Uranium (92U) is a naturally occurring radioactive element that has no stable isotope. It has two primordial isotopes, uranium-238 and uranium-235, that have long half-lives and are found in appreciable quantity in the Earth's crust. The decay product uranium-234 is also found. Other isotopes such as uranium-233 have been produced in breeder reactors. In addition to isotopes found in nature or nuclear reactors, many isotopes with far shorter half-lives have been produced, ranging from 214U to 242U (with the exceptions of 220U and 241U). The standard atomic weight of natural uranium is 238.02891(3).
|Standard atomic weight Ar°(U)|
Naturally occurring uranium is composed of three major isotopes, uranium-238 (99.2739–99.2752% natural abundance), uranium-235 (0.7198–0.7202%), and uranium-234 (0.0050–0.0059%). All three isotopes are radioactive (i.e., they are radioisotopes), and the most abundant and stable is uranium-238, with a half-life of 4.4683×109 years (close to the age of the Earth).
Uranium-238 is an alpha emitter, decaying through the 18-member uranium series into lead-206. The decay series of uranium-235 (historically called actino-uranium) has 15 members and ends in lead-207. The constant rates of decay in these series makes comparison of the ratios of parent-to-daughter elements useful in radiometric dating. Uranium-233 is made from thorium-232 by neutron bombardment.
Uranium-235 is important for both nuclear reactors and nuclear weapons because it is the only isotope existing in nature to any appreciable extent that is fissile in response to thermal neutrons. Uranium-238 is also important because it is fertile: it absorbs neutrons to produce a radioactive isotope that subsequently decays to the isotope plutonium-239, which also is fissile.
|Z||N||Isotopic mass (Da)
[n 2][n 3]
[n 5][n 6]
[n 7][n 8]
|Natural abundance (mole fraction)|
|Excitation energy[n 8]||Normal proportion||Range of variation|
|228U||92||136||228.031374(16)||9.1(0.2) min||α (95%)||224Th||0+|
|229U||92||137||229.033506(6)||57.8(0.5) min||β+ (80%)||229Pa||(3/2+)|
|233U||92||141||233.0396352(29)||1.592(2)×105 y||α||229Th||5/2+||Trace[n 9]|
|234U[n 10][n 11]||Uranium II||92||142||234.0409521(20)||2.455(6)×105 y||α||230Th||0+||[0.000054(5)][n 12]||0.000050–|
|234mU||1421.32(10) keV||33.5(2.0) ms||6−|
|235U[n 13][n 14][n 15]||Actin Uranium
|235mU||0.0765(4) keV||~26 min||IT||235U||1/2+|
|236U||Thoruranium||92||144||236.045568||2.342(3)×107 y||α||232Th||0+||Trace[n 16]|
|236m1U||1052.89(19) keV||100(4) ns||(4)−|
|236m2U||2750(10) keV||120(2) ns||(0+)|
|237U||92||145||237.0487302(20)||6.752(0.002) d||β−||237Np||1/2+||Trace[n 17]|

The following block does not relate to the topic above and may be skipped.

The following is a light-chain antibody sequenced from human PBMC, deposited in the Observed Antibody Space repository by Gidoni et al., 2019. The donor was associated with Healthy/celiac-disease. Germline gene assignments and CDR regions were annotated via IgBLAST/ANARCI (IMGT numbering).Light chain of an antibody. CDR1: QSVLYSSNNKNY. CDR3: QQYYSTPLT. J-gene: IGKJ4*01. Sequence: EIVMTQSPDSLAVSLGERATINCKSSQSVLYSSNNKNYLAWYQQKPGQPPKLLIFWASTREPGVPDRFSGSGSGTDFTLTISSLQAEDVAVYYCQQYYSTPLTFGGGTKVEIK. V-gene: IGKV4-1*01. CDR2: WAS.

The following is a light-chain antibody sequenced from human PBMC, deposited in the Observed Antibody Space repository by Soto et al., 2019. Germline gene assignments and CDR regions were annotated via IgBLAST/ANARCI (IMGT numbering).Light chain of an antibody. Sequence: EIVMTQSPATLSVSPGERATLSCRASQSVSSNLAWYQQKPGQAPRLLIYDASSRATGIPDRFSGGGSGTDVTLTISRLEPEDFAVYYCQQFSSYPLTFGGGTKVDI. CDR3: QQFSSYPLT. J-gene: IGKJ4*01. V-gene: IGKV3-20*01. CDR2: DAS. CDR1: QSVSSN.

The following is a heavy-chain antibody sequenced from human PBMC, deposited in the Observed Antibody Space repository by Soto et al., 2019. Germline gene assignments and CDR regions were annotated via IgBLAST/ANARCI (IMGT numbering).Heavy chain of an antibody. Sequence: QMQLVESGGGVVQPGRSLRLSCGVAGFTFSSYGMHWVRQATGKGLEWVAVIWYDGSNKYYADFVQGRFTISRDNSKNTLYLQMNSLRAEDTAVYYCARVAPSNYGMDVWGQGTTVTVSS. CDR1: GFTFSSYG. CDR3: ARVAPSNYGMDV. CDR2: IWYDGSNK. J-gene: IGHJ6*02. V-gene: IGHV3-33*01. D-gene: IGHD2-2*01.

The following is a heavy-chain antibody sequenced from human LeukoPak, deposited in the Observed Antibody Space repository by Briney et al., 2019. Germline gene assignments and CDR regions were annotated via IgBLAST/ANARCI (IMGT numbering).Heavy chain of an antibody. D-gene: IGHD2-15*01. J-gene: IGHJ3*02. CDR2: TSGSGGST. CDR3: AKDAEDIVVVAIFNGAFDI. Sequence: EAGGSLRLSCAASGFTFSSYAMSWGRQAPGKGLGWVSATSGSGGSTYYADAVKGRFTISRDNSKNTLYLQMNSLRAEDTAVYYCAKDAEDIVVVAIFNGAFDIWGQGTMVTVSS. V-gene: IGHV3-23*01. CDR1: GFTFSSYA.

|238U[n 11][n 13][n 14]||Uranium I||92||146||238.0507882(20)||4.468(3)×109 y||α||234Th||0+||[0.992742(10)]||0.992739–|
|238mU||2557.9(5) keV||280(6) ns||0+|
|239m1U||20(20)# keV||>250 ns||(5/2+)|
|239m2U||133.7990(10) keV||780(40) ns||1/2+|
|240U||92||148||240.056592(6)||14.1(0.1) h||β−||240Np||0+||Trace[n 18]|
|This table header & footer:|
|Actinides by decay chain||Half-life
|Fission products of 235U by yield|
|4n||4n + 1||4n + 2||4n + 3||4.5–7%||0.04–1.25%||<0.001%|
No fission products have a half-life in the range of 100 a–210 ka ...
... nor beyond 15.7 Ma
Uranium-214 is the lightest known isotope of uranium. It was discovered in 2021 at the Spectrometer for Heavy Atoms and Nuclear Structure (SHANS) at the Heavy Ion Research Facility in Lanzhou, China in 2021, produced by firing argon-36 at tungsten-182. It undergoes alpha decay with a half-life of 0.5 ms.
Uranium-232 has a half-life of 68.9 years and is a side product in the thorium cycle. It has been cited as an obstacle to nuclear proliferation using 233U as the fissile material, because the intense gamma radiation emitted by 208Tl (a daughter of 232U, produced relatively quickly) makes the 233U contaminated with it more difficult to handle. Uranium-232 is a rare example of an even-even isotope that is fissile with both thermal and fast neutrons.
Uranium-233 is a fissile isotope of uranium that is bred from thorium-232 as part of the thorium fuel cycle. Uranium-233 was investigated for use in nuclear weapons and as a reactor fuel; however, it was never deployed in nuclear weapons or used commercially as a nuclear fuel. It has been used successfully in experimental nuclear reactors and has been proposed for much wider use as a nuclear fuel. It has a half-life of 1.592×105 years.
Uranium-233 is produced by the neutron irradiation of thorium-232. When thorium-232 absorbs a neutron, it becomes thorium-233, which has a half-life of only 22 minutes. Thorium-233 decays into protactinium-233 through beta decay. Protactinium-233 has a half-life of 27 days and beta decays into uranium-233; some proposed molten salt reactor designs attempt to physically isolate the protactinium from further neutron capture before beta decay can occur.
Uranium-233 usually fissions on neutron absorption but sometimes retains the neutron, becoming uranium-234. The capture-to-fission ratio is smaller than the other two major fissile fuels uranium-235 and plutonium-239; it is also lower than that of short-lived plutonium-241, but bested by very difficult-to-produce neptunium-236.